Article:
New Sri Lanka Book Review

This just in from Shweta Singh, Assistant Professor at the South Asian University, Delhi:

For those of you interested in the politics of Sri Lanka, here is my take on Mark Salter’s book ‘To End A Civil War: Norway’s Peace Engagement with Sri Lanka’ in the Asian Studies Review!

To end a civil war; Norway’s peace engagement in Sri Lanka

by Mark Salter, London, C. Hurst & Co. Ltd., 2015, 531 pp., £25.00 (paperback)

Mark Salter’s To End a Civil War; Norway’s Peace Engagement in Sri Lanka brings to the fore the “story of the Norwegian effort to facilitate an end to the Sri Lankan Conflict – in the first instance as seen by the Norwegian facilitation team, but also as perceived by others involved in the process” (p. 9). While Salter writes the “story” of the Norwegian effort, beginning in 2000, he also walks the reader through the complex maze of domestic politics in Sri Lanka, and sheds valuable light on why the Norwegian effort failed to end the Sri Lankan conflict.

The book is also a strategically written narrative that in many ways argues that the peace effort failed not because there were critical pitfalls that Norway committed, but because at the domestic level in Sri Lanka, the key actors, whether the state or the Liberation Tigers of Tamil Eelam (LTTE), were not committed enough to the peace process.

The strength of the book lies in the effort to weave through the complex details of this story in 12 systematically organised chapters. Chapter 1 traces the pre-2000 origins of the Norwegian engagement in Sri Lanka, and provides context for the remainder of the analysis. The sections on the kidney saga (which involved getting Balasingham, political strategist and chief negotiator of the LTTE, out of Vanni for treatment through secret high-level discussions with Colombo) and Norwegian facilitator Eric Solheim’s first meeting with Balasingham (pp. 32–40) are particularly interesting, and provide great insight into how and why Norway as the facilitating country was able to build trust with the LTTE in the initial phase of its engagement.

From Chapter 3 to Chapter 7, the book traces the process of Norwegian facilitation. Through the strategic voices of the Norwegian facilitators, the author clearly makes an effort to set the record straight concerning Norway’s engagement, be it on critical questions related to the issue of the neutrality of Solheim as the facilitator (pp. 70–71, pp. 88–89, pp. 101–106), the issue of federalism at the Oslo round of talks (pp. 111–120), the reactions to the LTTE’s withdrawal (pp. 142–144), the critical issue of the Interim Self Governing Authority (ISGA) (pp. 156–164) or the tsunami and the politics of the Post Tsunami Operational Management Structure (PTOMS) (pp. 212–215), to highlight a few. Given that it was precisely on these issues that Norway faced severe criticisms, the book goes a long way in clarifying the story from a Norwegian perspective. However, there is clear bias, which tilts the narrative towards the Norwegian point of view on most of these issues.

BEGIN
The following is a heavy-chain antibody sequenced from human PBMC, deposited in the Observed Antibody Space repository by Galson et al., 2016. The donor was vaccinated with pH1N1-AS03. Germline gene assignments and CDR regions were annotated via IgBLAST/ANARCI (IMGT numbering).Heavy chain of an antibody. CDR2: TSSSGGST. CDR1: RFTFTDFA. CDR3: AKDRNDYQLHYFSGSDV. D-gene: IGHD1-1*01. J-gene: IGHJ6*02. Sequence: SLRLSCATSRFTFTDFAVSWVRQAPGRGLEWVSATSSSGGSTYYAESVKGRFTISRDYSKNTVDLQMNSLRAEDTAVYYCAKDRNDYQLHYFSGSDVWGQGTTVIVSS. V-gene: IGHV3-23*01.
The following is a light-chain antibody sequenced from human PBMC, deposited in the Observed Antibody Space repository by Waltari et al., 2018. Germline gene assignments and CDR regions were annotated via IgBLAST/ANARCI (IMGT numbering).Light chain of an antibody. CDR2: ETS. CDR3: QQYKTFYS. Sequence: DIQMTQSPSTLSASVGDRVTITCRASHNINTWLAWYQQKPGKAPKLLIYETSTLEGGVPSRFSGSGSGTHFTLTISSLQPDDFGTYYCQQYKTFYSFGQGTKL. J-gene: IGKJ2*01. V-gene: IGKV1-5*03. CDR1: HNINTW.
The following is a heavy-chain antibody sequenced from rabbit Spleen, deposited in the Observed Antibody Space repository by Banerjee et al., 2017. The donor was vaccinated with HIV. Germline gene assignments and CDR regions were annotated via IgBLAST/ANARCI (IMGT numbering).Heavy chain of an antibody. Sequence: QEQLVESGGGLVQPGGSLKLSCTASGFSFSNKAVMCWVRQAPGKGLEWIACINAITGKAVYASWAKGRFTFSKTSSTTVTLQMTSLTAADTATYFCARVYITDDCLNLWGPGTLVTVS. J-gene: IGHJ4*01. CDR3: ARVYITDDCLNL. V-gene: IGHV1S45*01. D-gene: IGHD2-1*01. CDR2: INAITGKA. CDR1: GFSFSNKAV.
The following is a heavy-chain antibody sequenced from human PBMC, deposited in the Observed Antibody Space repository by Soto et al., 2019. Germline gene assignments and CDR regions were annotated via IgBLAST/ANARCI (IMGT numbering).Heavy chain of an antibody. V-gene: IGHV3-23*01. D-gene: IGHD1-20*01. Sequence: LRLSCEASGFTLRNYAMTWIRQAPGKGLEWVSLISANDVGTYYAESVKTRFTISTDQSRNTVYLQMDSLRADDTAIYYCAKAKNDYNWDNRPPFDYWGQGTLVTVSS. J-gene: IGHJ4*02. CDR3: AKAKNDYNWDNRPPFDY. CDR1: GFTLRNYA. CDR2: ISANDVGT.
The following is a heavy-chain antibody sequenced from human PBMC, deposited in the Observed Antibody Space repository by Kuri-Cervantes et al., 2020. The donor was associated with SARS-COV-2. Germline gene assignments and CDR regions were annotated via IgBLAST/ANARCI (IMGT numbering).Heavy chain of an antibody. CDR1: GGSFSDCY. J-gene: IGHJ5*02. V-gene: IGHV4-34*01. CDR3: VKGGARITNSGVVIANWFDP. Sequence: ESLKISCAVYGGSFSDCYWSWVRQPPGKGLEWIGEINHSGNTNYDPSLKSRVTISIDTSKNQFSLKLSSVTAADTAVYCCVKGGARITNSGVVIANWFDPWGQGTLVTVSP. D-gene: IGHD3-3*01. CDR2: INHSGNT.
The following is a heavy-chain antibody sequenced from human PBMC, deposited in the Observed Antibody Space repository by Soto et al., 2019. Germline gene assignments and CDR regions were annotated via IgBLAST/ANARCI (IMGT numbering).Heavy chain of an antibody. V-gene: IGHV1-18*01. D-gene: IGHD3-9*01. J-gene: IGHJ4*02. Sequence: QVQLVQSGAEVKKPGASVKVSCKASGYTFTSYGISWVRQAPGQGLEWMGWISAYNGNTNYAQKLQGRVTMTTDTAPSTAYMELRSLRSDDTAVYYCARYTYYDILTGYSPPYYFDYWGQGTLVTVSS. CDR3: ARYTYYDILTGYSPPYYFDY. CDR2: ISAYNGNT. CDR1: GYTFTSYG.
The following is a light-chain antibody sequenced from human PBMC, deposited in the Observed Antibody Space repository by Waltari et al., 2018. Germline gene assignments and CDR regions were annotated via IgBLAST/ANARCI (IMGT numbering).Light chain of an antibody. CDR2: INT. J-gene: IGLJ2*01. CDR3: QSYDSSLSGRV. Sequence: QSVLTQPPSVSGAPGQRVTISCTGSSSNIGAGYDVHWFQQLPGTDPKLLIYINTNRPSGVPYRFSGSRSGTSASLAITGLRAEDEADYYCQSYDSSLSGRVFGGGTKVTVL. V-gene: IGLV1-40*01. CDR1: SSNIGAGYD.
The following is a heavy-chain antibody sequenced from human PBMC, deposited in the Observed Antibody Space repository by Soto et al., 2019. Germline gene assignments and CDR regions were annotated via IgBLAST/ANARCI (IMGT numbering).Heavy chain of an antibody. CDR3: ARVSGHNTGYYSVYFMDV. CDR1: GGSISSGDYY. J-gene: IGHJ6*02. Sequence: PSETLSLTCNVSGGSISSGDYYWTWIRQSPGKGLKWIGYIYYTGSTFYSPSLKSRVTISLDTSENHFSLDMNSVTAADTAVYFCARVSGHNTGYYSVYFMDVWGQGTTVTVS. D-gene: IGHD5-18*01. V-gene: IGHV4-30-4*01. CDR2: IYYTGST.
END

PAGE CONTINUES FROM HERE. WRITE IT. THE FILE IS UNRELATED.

The last four chapters of the book are intriguing. While they provide an insight into the challenges that Norway faced from both the Sri Lankan state and the LTTE, they also push the reader to question some of the critical arguments provided by many who were part of the Norwegian team (including Eric Solheim, Vidar Helgesen and Jon Hanseen-Bauer; p. 383) in defence of Norway’s actions in the final stages of facilitation. It needs to be stated that there is no doubt he facilitators were constrained by the limited mandate Norway had; yet a critical question that remains unanswered in the discussion on facilitation and its ambiguities (pp. 400–402) is: did Norway in some ways not overstep its role as a facilitator, given the ambiguities? Although one would agree with Salter’s story that the lack of political bipartisanship in Sri Lanka was a key factor leading to the failure of Norwegian efforts, the effort by the author to classify it as the only key factor is subject to debate.

There is also veiled criticism vis-à-vis India’s role in the final stages of Norwegian facilitation, but the nuances of that side of the story have not been addressed in detail. For instance, recalling events in 2000 in Chapter 2, on the first meeting with Indian government representatives, Solheim recounts: “We travelled to Delhi to meet Foreign Secretary Lalit Mansingh […] He asked us to sit down and then began a third degree interrogation […] There was no protocol, [it was] like a police interrogation…” (p. 51).

It would have been useful for the reader to have more information on Norway’s engagement with India on Sri Lanka, given that India is an important regional player. In all, the book is definitely a useful account of the Norwegian story of facilitating the peace process in Sri Lanka, but it falls short of providing a comprehensive view of the factors that led to the failure of the peace engagement in Sri Lanka, in which Norway cannot be given a clean chit.

Shweta Singh
South Asian University
© 2017 Shweta Singh